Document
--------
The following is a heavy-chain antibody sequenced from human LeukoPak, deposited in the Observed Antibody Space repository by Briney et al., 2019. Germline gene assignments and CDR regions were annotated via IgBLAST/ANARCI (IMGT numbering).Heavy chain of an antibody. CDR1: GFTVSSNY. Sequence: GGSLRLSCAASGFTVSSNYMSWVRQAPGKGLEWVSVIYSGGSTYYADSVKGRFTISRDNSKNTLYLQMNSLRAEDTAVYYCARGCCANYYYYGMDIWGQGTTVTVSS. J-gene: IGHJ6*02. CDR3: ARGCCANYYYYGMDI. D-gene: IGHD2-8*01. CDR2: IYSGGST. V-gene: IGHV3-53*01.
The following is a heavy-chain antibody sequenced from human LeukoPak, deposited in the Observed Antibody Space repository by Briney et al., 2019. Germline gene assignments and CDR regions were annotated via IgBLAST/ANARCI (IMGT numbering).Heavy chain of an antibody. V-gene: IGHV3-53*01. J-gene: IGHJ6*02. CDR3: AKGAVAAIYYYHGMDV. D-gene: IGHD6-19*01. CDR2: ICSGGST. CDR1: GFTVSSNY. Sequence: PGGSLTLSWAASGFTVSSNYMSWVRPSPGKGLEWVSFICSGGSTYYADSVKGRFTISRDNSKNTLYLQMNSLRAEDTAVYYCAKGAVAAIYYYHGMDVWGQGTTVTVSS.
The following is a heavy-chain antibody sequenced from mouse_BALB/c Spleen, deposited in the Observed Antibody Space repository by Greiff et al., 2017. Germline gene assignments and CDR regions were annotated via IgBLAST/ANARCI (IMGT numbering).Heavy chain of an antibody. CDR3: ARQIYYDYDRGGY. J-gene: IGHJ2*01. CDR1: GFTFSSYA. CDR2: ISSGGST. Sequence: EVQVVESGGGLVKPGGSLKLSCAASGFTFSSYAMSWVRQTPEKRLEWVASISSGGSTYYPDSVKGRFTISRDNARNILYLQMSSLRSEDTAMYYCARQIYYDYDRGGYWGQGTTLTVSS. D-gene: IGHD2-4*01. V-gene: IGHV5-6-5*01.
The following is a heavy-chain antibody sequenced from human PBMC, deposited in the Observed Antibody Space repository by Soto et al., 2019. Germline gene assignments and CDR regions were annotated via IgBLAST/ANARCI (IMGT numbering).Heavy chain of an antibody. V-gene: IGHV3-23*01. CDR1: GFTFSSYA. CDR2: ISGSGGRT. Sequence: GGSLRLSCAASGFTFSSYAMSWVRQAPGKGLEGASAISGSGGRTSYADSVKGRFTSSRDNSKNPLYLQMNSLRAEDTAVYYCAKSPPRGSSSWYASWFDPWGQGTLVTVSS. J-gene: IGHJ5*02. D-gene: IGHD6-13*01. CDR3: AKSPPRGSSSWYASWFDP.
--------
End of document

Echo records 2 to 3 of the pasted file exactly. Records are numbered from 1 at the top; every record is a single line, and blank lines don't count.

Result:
The following is a heavy-chain antibody sequenced from human LeukoPak, deposited in the Observed Antibody Space repository by Briney et al., 2019. Germline gene assignments and CDR regions were annotated via IgBLAST/ANARCI (IMGT numbering).Heavy chain of an antibody. V-gene: IGHV3-53*01. J-gene: IGHJ6*02. CDR3: AKGAVAAIYYYHGMDV. D-gene: IGHD6-19*01. CDR2: ICSGGST. CDR1: GFTVSSNY. Sequence: PGGSLTLSWAASGFTVSSNYMSWVRPSPGKGLEWVSFICSGGSTYYADSVKGRFTISRDNSKNTLYLQMNSLRAEDTAVYYCAKGAVAAIYYYHGMDVWGQGTTVTVSS.
The following is a heavy-chain antibody sequenced from mouse_BALB/c Spleen, deposited in the Observed Antibody Space repository by Greiff et al., 2017. Germline gene assignments and CDR regions were annotated via IgBLAST/ANARCI (IMGT numbering).Heavy chain of an antibody. CDR3: ARQIYYDYDRGGY. J-gene: IGHJ2*01. CDR1: GFTFSSYA. CDR2: ISSGGST. Sequence: EVQVVESGGGLVKPGGSLKLSCAASGFTFSSYAMSWVRQTPEKRLEWVASISSGGSTYYPDSVKGRFTISRDNARNILYLQMSSLRSEDTAMYYCARQIYYDYDRGGYWGQGTTLTVSS. D-gene: IGHD2-4*01. V-gene: IGHV5-6-5*01.